As the university year ends and a fresh crop of students graduate, should you look to help your child with their loans, or even the costs if they are yet to attend?

As a parent with young adult children, you’ll be acutely aware of how much it costs to go to university these days. Day-to-day living costs aside, the maximum fees for university now stand at £9,250 per year in England. This cost is compounded by interest rates, which have risen massively since the Bank of England began its rate hikes in December 2021. Those on Student Loan Plans 1 or 4 pay 5.5%, while Plan 2 and postgraduate loans pay an eye-watering 7.1% currently.

As a parent, if you have the means to help a child with the cost of tuition fees, you might wonder if it is a good idea to pitch in. However, there are some important aspects to consider before doing so, that will affect both your child and your wealth planning.

How student loans work

To get to grips with whether you should soften the blow of student loans for a child or grandchild, it is essential to understand how the system works. Student loans and student debt does not function like normal debt. It does not affect a student’s credit rating, other than for overall income considerations when applying for a mortgage. Payment for the loan is taken at source, meaning there’s no need to manage the loan like you would with a normal debt. In effect, student loans actually function as a form of income tax levy. Once someone earns above a certain threshold, the Government deducts a portion of their wages to pay back the loan.

Here are the various income thresholds depending on the plan the student is on:

Plan type Yearly threshold Monthly threshold Weekly threshold
Plan 1 £22,015 £1,834 £423
Plan 2 £27,295 £2,274 £524
Plan 4 £27,660 £2,305 £532
Plan 5 £25,000 £2,083 £480
Postgraduate Loan £21,000 £1,750 £403

Source: student loans repayment

As for how much you pay, this is calculated as 9% of your income over the threshold for plans 1, 2, 4 and 5. For postgraduate loans it’s 6%. This interest rate, in effect, is the additional income tax levy that the student with the loans takes, once they earn enough money. The debt is cancelled after either 25 years from the first April they were due to pay, or by age 65, depending on the plan. What is really critical here is that, because of the payment threshold and time limit on repaying, it doesn’t really matter how much debt the student has. They could have £30,000 or £3 million – they will only ever pay 6-9% of their income above the threshold of earnings. This is all entirely contingent then on what kind of career and income the student ends up having. Someone earning a lower level of income will pay less overall, whereas someone who goes on to earn a much higher income will pay much more of their loan back, or even all of it.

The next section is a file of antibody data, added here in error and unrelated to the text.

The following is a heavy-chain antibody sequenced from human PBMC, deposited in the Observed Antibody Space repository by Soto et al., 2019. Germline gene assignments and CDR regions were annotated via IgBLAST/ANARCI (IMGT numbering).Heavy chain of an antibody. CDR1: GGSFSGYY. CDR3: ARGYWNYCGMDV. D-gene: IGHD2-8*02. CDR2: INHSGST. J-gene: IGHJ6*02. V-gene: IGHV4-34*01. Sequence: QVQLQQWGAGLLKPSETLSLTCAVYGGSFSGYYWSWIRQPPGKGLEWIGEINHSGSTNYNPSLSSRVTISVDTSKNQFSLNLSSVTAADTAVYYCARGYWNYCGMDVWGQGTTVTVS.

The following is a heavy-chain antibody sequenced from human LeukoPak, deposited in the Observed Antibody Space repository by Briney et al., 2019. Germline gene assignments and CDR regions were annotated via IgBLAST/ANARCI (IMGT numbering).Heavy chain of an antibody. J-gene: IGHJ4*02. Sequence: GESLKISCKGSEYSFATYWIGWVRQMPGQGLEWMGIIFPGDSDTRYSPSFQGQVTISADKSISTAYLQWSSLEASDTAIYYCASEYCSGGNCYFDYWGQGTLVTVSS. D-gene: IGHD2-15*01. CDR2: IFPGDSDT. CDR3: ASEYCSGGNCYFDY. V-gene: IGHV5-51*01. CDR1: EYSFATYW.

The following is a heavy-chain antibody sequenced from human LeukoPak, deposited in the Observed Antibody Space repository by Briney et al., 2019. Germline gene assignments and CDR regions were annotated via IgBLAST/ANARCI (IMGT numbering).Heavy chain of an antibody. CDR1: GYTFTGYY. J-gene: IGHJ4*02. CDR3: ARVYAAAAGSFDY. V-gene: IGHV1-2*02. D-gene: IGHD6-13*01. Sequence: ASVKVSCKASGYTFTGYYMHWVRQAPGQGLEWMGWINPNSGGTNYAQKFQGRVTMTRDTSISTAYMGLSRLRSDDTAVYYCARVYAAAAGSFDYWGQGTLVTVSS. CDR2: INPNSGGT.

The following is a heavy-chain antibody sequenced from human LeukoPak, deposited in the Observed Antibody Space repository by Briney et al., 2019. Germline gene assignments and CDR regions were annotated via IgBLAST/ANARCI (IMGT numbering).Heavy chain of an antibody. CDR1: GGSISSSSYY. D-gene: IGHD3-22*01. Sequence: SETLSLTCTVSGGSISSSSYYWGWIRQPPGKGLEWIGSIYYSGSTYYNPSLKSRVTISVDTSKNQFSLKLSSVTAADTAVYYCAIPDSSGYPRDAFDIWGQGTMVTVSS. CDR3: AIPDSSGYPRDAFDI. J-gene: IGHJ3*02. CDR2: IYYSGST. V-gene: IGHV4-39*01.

Other ways to help

The big question to ask yourself then is whether you want to help your child or grandchild avoid having to pay what is in effect an income tax levy on their earnings. Of course, if you do help this will aid their month-to-month earnings potential, but this is by no means a given depending on their career choices. There are other really valuable ways to help your child instead that could help them to achieve other goals such as owning a home. Contributing toward a house deposit could lower their mortgage costs and improve the options available to them in terms of property.

Other ways to help include gifting, which if done carefully following IHT rules, can be an effective way to help your child with ongoing living costs in small bitesize chunks. Putting money into a pension for your child can be a great long-term solution too, as this is often one of the most difficult things for a young person starting out in their career to appreciate the importance of.

Finally, if your kids are still younger and you’re just thinking about the future then contributing to a junior ISA can be a great way to set them up for success in young adulthood.

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The content of this document is for information only. It is advisable that you discuss your personal financial circumstances with a financial adviser before undertaking any investments.
All the data contained in the communication is believed to be reliable but may be inaccurate or incomplete. Unless otherwise specified all information is produced as of 18th July 2023.